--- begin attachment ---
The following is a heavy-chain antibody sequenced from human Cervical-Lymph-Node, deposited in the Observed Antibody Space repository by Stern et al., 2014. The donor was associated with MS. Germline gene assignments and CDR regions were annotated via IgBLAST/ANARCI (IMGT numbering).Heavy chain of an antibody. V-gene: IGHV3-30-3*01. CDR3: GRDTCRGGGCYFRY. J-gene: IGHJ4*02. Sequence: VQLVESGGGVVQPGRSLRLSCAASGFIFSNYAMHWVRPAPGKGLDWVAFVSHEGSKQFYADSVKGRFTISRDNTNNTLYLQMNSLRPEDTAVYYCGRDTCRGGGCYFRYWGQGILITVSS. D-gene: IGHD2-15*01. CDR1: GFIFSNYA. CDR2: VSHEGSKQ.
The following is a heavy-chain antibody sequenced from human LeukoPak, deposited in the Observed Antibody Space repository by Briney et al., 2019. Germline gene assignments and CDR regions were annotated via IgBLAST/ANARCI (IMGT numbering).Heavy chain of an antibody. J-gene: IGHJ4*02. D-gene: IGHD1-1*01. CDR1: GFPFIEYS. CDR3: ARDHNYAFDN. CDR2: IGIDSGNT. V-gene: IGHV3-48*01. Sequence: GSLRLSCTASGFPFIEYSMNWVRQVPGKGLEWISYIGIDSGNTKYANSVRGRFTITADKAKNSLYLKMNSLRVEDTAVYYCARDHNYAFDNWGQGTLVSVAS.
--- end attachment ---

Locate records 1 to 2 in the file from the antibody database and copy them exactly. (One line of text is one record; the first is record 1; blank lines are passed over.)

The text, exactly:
The following is a heavy-chain antibody sequenced from human Cervical-Lymph-Node, deposited in the Observed Antibody Space repository by Stern et al., 2014. The donor was associated with MS. Germline gene assignments and CDR regions were annotated via IgBLAST/ANARCI (IMGT numbering).Heavy chain of an antibody. V-gene: IGHV3-30-3*01. CDR3: GRDTCRGGGCYFRY. J-gene: IGHJ4*02. Sequence: VQLVESGGGVVQPGRSLRLSCAASGFIFSNYAMHWVRPAPGKGLDWVAFVSHEGSKQFYADSVKGRFTISRDNTNNTLYLQMNSLRPEDTAVYYCGRDTCRGGGCYFRYWGQGILITVSS. D-gene: IGHD2-15*01. CDR1: GFIFSNYA. CDR2: VSHEGSKQ.
The following is a heavy-chain antibody sequenced from human LeukoPak, deposited in the Observed Antibody Space repository by Briney et al., 2019. Germline gene assignments and CDR regions were annotated via IgBLAST/ANARCI (IMGT numbering).Heavy chain of an antibody. J-gene: IGHJ4*02. D-gene: IGHD1-1*01. CDR1: GFPFIEYS. CDR3: ARDHNYAFDN. CDR2: IGIDSGNT. V-gene: IGHV3-48*01. Sequence: GSLRLSCTASGFPFIEYSMNWVRQVPGKGLEWISYIGIDSGNTKYANSVRGRFTITADKAKNSLYLKMNSLRVEDTAVYYCARDHNYAFDNWGQGTLVSVAS.